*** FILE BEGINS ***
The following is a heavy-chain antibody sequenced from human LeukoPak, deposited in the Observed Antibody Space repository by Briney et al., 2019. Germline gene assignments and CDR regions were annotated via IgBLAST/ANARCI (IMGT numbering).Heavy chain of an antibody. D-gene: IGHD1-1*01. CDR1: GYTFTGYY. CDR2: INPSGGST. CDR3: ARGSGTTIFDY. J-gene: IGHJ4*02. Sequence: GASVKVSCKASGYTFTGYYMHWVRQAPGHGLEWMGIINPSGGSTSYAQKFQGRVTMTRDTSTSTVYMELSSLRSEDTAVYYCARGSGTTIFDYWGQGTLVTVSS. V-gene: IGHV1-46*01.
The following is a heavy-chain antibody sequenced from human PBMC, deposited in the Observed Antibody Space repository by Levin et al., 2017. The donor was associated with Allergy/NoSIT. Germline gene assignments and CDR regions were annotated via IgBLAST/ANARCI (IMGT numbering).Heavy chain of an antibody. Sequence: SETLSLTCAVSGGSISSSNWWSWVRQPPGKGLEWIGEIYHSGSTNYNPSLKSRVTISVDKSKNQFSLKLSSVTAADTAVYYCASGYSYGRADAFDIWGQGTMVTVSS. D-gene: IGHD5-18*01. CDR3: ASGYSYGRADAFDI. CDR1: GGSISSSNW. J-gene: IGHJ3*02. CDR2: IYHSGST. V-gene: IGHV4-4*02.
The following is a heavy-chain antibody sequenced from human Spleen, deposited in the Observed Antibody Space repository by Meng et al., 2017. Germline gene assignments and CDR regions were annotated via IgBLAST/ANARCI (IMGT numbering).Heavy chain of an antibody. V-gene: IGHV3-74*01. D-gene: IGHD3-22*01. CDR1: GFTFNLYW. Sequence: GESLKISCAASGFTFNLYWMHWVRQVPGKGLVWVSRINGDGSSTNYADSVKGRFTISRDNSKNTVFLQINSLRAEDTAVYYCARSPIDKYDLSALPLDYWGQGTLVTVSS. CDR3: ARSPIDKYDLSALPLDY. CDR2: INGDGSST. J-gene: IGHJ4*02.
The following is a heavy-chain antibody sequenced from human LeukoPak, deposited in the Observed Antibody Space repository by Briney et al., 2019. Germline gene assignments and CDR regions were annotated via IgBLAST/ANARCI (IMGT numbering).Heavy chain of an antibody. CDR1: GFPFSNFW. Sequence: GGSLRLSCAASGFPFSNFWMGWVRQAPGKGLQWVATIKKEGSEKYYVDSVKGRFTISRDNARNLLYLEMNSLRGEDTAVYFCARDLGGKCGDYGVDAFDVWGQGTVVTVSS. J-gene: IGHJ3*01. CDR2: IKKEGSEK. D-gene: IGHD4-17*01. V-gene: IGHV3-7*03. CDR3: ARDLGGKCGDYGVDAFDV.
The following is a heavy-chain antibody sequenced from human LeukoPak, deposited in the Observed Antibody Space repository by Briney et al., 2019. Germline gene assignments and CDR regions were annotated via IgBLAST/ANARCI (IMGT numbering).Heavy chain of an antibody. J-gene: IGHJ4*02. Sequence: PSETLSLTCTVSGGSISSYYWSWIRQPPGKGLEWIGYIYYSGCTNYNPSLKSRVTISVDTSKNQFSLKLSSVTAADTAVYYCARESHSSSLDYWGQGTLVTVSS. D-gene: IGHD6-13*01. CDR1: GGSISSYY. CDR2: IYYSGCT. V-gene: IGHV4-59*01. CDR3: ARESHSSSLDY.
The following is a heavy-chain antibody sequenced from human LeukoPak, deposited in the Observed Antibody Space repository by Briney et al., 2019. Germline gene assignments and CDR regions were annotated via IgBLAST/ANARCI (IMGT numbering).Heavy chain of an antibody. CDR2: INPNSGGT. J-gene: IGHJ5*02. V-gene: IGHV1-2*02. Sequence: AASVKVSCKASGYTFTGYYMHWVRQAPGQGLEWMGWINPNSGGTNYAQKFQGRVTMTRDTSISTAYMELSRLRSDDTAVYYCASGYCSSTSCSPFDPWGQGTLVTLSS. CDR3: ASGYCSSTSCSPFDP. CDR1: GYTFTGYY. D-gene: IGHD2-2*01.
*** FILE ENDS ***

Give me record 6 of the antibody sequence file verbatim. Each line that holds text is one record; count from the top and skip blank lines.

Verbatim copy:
The following is a heavy-chain antibody sequenced from human LeukoPak, deposited in the Observed Antibody Space repository by Briney et al., 2019. Germline gene assignments and CDR regions were annotated via IgBLAST/ANARCI (IMGT numbering).Heavy chain of an antibody. CDR2: INPNSGGT. J-gene: IGHJ5*02. V-gene: IGHV1-2*02. Sequence: AASVKVSCKASGYTFTGYYMHWVRQAPGQGLEWMGWINPNSGGTNYAQKFQGRVTMTRDTSISTAYMELSRLRSDDTAVYYCASGYCSSTSCSPFDPWGQGTLVTLSS. CDR3: ASGYCSSTSCSPFDP. CDR1: GYTFTGYY. D-gene: IGHD2-2*01.